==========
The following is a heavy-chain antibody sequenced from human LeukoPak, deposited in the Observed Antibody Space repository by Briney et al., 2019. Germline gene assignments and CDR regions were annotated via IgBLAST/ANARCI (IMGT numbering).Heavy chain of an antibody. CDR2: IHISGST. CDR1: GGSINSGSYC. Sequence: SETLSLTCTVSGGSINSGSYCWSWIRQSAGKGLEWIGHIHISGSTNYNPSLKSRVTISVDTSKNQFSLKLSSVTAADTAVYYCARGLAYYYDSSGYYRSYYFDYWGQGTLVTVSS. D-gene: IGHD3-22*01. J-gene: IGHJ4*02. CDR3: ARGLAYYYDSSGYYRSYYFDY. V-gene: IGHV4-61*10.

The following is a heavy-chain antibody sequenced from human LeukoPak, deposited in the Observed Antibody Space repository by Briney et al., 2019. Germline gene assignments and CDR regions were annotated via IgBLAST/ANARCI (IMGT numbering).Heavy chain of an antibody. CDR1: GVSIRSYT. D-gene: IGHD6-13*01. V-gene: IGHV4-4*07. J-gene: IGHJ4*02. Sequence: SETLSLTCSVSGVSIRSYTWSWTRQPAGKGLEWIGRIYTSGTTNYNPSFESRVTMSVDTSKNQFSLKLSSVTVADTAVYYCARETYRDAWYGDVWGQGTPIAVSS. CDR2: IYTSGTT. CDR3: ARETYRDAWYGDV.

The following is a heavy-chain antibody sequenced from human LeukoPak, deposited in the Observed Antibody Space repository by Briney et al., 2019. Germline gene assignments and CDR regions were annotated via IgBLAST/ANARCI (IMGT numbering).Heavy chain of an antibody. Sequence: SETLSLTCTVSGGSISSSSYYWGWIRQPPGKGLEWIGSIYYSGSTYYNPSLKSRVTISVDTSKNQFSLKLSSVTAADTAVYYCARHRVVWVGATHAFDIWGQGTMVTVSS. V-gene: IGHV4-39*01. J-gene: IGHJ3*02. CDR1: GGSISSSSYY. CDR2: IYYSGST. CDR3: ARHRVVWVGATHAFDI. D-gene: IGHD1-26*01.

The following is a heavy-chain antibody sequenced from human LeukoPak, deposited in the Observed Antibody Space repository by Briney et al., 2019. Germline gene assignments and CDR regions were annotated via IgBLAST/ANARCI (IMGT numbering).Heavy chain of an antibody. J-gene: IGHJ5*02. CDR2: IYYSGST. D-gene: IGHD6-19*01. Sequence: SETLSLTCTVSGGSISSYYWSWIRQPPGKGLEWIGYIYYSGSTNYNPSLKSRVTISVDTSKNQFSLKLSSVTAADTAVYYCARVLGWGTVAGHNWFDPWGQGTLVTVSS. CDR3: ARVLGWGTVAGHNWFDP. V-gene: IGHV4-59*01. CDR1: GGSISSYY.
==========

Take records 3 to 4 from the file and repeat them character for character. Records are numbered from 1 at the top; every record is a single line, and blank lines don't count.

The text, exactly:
The following is a heavy-chain antibody sequenced from human LeukoPak, deposited in the Observed Antibody Space repository by Briney et al., 2019. Germline gene assignments and CDR regions were annotated via IgBLAST/ANARCI (IMGT numbering).Heavy chain of an antibody. Sequence: SETLSLTCTVSGGSISSSSYYWGWIRQPPGKGLEWIGSIYYSGSTYYNPSLKSRVTISVDTSKNQFSLKLSSVTAADTAVYYCARHRVVWVGATHAFDIWGQGTMVTVSS. V-gene: IGHV4-39*01. J-gene: IGHJ3*02. CDR1: GGSISSSSYY. CDR2: IYYSGST. CDR3: ARHRVVWVGATHAFDI. D-gene: IGHD1-26*01.

The following is a heavy-chain antibody sequenced from human LeukoPak, deposited in the Observed Antibody Space repository by Briney et al., 2019. Germline gene assignments and CDR regions were annotated via IgBLAST/ANARCI (IMGT numbering).Heavy chain of an antibody. J-gene: IGHJ5*02. CDR2: IYYSGST. D-gene: IGHD6-19*01. Sequence: SETLSLTCTVSGGSISSYYWSWIRQPPGKGLEWIGYIYYSGSTNYNPSLKSRVTISVDTSKNQFSLKLSSVTAADTAVYYCARVLGWGTVAGHNWFDPWGQGTLVTVSS. CDR3: ARVLGWGTVAGHNWFDP. V-gene: IGHV4-59*01. CDR1: GGSISSYY.